Eleven years after the release of her debut album “Night Songs” comes the Canadian singer and song writer Lynn Jackson from Kitchener, Ontario with her eighth solo album. The album title “Songs Of Rain, Snow And Remembering” suggests that we will get a plate full of songs about sadness, gloom and nostalgic look back at the past. Partly is that a correct assumption, but there is certainly also a decent helping of positivism and hope in the the songs processed.
Opener “Sky Looks Like Rain” has all those mentioned characteristics, but in the subsequent “Young” Lynn Jackson still gives the message to not too much to look back on what happened, but rather to look forward on how to get more intense of the future will be able to enjoy. Her previous plate “The Acoustic Sessions”, which they released in 2014 along with Chris Boyne, was produced by Norman Blake, the singer and composer of Scottish pop and folk group ’ Teenage Fan Club ‘. He was also behind the buttons in the recording studio for this new plate of Lynn Jackson. She plays itself on acoustic guitar in accompaniment to her songs and for the recording of this album were pianist Paul, cellist Nick Storring Arun, guitarists Joe Dunn and Brent Hagerman, bassist Scott Fitzpatrick and harmonium player and backing vocalist Chris Boyne in the studio for additional instrumentation.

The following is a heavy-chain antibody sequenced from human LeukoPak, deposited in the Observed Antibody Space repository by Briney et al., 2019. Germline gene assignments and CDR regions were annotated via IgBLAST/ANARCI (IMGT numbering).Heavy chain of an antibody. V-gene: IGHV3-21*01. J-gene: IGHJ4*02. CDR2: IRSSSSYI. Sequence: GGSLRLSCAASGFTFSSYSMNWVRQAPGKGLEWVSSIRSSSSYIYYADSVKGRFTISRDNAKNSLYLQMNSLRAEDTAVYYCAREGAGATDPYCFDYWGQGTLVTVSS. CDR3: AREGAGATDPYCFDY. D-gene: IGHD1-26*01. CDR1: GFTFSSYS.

The emotional piano ballad “Long Winter” is the first song that manages to grab us by the scruff of the neck. That Lynn Jackson attaches great importance to the songs lyrics we actually no more to mention.
You can perhaps look better and listen to the song “Riding Out The Storm”.
Her in the trade press-created title as a female version of Bob Dylan or Leonard Cohen she deserves the fullest, listen for that, but look at “Next Best Thing”, piano ballad “Ribbons” with good work on cello, intriguing “Flying” and “Mine Alone” or the two slot numbers “Winter Sun” and “Water Glass”.
For this eighth album chose Lynn Jackson sure to cover a song from another folk artist. That was the song ‘Rake’ from the repertoire of the legendary Townes Van Zandt and find it back on his first album, ‘Be Here To Love Me’ from 1971.
To be cheerful should not go to ‘Songs Of Rain, Snow And Remembering’ listen, but if you’re a lover of beautiful stories told in a melodious bed of piano and cello music, then we can make this new record by Lynn Jackson certainly very hot at you.